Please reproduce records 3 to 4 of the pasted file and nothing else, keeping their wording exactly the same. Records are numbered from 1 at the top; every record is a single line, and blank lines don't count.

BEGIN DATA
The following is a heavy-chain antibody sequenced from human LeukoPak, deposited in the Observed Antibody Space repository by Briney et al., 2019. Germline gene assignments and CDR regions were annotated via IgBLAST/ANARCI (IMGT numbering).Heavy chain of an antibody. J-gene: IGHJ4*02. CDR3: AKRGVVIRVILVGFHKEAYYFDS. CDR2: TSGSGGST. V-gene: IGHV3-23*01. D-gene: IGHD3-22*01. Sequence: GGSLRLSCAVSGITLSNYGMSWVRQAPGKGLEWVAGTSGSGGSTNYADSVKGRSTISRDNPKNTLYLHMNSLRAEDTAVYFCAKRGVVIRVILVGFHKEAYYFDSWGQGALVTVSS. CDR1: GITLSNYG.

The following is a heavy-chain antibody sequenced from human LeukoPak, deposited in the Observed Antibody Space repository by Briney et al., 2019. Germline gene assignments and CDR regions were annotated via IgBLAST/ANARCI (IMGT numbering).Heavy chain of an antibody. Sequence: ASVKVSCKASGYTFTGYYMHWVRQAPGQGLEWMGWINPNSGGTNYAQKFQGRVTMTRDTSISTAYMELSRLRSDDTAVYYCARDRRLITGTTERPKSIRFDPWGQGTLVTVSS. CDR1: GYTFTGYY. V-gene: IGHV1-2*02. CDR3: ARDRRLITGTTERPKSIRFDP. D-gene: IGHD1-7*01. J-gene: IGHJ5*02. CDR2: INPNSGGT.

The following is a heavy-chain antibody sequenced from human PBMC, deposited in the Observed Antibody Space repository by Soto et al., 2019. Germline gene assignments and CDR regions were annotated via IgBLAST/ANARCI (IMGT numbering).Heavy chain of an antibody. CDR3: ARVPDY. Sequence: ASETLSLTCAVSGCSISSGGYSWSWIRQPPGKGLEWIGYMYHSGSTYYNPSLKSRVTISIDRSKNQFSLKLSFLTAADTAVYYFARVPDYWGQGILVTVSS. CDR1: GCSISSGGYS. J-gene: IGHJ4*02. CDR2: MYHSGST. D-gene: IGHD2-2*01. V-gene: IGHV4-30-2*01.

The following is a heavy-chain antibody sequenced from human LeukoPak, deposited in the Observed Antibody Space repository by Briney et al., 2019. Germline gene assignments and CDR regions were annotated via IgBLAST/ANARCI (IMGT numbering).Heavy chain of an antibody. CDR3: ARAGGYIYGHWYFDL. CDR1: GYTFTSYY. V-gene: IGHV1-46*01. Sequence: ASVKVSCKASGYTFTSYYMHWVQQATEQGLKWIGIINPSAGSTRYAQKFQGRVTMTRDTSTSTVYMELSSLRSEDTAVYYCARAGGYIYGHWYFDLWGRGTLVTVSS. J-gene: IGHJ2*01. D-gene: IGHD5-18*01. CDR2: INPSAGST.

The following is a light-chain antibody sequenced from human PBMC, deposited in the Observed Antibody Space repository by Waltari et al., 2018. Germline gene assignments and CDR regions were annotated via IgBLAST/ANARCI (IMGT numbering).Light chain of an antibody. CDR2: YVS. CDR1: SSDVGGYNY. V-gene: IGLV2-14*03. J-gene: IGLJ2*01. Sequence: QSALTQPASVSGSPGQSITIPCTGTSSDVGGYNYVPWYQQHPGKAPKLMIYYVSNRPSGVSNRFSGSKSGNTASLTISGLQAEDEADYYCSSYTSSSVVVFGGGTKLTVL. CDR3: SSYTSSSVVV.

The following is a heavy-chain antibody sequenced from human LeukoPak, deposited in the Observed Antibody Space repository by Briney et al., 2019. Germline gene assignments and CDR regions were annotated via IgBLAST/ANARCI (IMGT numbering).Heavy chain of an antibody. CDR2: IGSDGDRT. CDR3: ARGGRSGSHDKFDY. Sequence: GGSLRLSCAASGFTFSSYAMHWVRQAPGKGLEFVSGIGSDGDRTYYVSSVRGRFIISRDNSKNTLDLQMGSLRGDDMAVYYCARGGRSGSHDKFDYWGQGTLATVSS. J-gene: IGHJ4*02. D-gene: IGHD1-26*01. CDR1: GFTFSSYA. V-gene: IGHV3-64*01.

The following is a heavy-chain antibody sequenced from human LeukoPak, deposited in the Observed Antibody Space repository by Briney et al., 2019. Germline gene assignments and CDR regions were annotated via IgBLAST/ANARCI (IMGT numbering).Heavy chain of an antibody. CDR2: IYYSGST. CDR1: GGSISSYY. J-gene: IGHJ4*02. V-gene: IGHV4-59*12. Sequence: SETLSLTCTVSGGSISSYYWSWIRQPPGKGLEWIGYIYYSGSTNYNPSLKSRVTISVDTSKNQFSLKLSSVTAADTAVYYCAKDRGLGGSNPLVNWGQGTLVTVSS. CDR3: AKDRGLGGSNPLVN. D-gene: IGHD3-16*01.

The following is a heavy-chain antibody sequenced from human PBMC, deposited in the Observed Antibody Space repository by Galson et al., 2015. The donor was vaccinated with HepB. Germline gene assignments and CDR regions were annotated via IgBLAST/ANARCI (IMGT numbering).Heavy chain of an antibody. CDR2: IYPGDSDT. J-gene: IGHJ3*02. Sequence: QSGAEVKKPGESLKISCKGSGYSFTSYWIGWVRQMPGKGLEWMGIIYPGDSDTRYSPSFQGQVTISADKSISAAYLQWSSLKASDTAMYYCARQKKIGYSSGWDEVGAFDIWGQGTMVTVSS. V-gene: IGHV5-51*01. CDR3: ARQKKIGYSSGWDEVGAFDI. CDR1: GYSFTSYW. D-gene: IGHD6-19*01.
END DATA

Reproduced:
The following is a heavy-chain antibody sequenced from human PBMC, deposited in the Observed Antibody Space repository by Soto et al., 2019. Germline gene assignments and CDR regions were annotated via IgBLAST/ANARCI (IMGT numbering).Heavy chain of an antibody. CDR3: ARVPDY. Sequence: ASETLSLTCAVSGCSISSGGYSWSWIRQPPGKGLEWIGYMYHSGSTYYNPSLKSRVTISIDRSKNQFSLKLSFLTAADTAVYYFARVPDYWGQGILVTVSS. CDR1: GCSISSGGYS. J-gene: IGHJ4*02. CDR2: MYHSGST. D-gene: IGHD2-2*01. V-gene: IGHV4-30-2*01.

The following is a heavy-chain antibody sequenced from human LeukoPak, deposited in the Observed Antibody Space repository by Briney et al., 2019. Germline gene assignments and CDR regions were annotated via IgBLAST/ANARCI (IMGT numbering).Heavy chain of an antibody. CDR3: ARAGGYIYGHWYFDL. CDR1: GYTFTSYY. V-gene: IGHV1-46*01. Sequence: ASVKVSCKASGYTFTSYYMHWVQQATEQGLKWIGIINPSAGSTRYAQKFQGRVTMTRDTSTSTVYMELSSLRSEDTAVYYCARAGGYIYGHWYFDLWGRGTLVTVSS. J-gene: IGHJ2*01. D-gene: IGHD5-18*01. CDR2: INPSAGST.